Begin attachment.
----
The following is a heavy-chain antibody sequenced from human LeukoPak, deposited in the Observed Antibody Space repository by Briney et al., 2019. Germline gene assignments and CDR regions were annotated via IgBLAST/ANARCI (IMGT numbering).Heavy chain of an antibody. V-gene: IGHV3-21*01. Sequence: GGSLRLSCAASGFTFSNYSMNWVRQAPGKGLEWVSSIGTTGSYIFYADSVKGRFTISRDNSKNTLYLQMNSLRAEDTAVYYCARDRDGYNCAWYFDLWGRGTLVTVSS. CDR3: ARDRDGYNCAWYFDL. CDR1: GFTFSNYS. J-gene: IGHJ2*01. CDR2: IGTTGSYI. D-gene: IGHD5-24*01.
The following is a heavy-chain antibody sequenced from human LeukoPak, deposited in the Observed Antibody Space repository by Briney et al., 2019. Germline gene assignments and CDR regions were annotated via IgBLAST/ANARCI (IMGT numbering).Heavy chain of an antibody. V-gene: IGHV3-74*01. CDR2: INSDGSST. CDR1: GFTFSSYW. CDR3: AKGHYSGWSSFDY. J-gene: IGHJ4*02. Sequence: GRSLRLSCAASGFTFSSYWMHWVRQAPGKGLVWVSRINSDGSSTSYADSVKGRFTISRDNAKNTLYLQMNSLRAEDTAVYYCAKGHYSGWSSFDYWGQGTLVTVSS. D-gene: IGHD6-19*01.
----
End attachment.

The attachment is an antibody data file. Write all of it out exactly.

The following is a heavy-chain antibody sequenced from human LeukoPak, deposited in the Observed Antibody Space repository by Briney et al., 2019. Germline gene assignments and CDR regions were annotated via IgBLAST/ANARCI (IMGT numbering).Heavy chain of an antibody. V-gene: IGHV3-21*01. Sequence: GGSLRLSCAASGFTFSNYSMNWVRQAPGKGLEWVSSIGTTGSYIFYADSVKGRFTISRDNSKNTLYLQMNSLRAEDTAVYYCARDRDGYNCAWYFDLWGRGTLVTVSS. CDR3: ARDRDGYNCAWYFDL. CDR1: GFTFSNYS. J-gene: IGHJ2*01. CDR2: IGTTGSYI. D-gene: IGHD5-24*01.
The following is a heavy-chain antibody sequenced from human LeukoPak, deposited in the Observed Antibody Space repository by Briney et al., 2019. Germline gene assignments and CDR regions were annotated via IgBLAST/ANARCI (IMGT numbering).Heavy chain of an antibody. V-gene: IGHV3-74*01. CDR2: INSDGSST. CDR1: GFTFSSYW. CDR3: AKGHYSGWSSFDY. J-gene: IGHJ4*02. Sequence: GRSLRLSCAASGFTFSSYWMHWVRQAPGKGLVWVSRINSDGSSTSYADSVKGRFTISRDNAKNTLYLQMNSLRAEDTAVYYCAKGHYSGWSSFDYWGQGTLVTVSS. D-gene: IGHD6-19*01.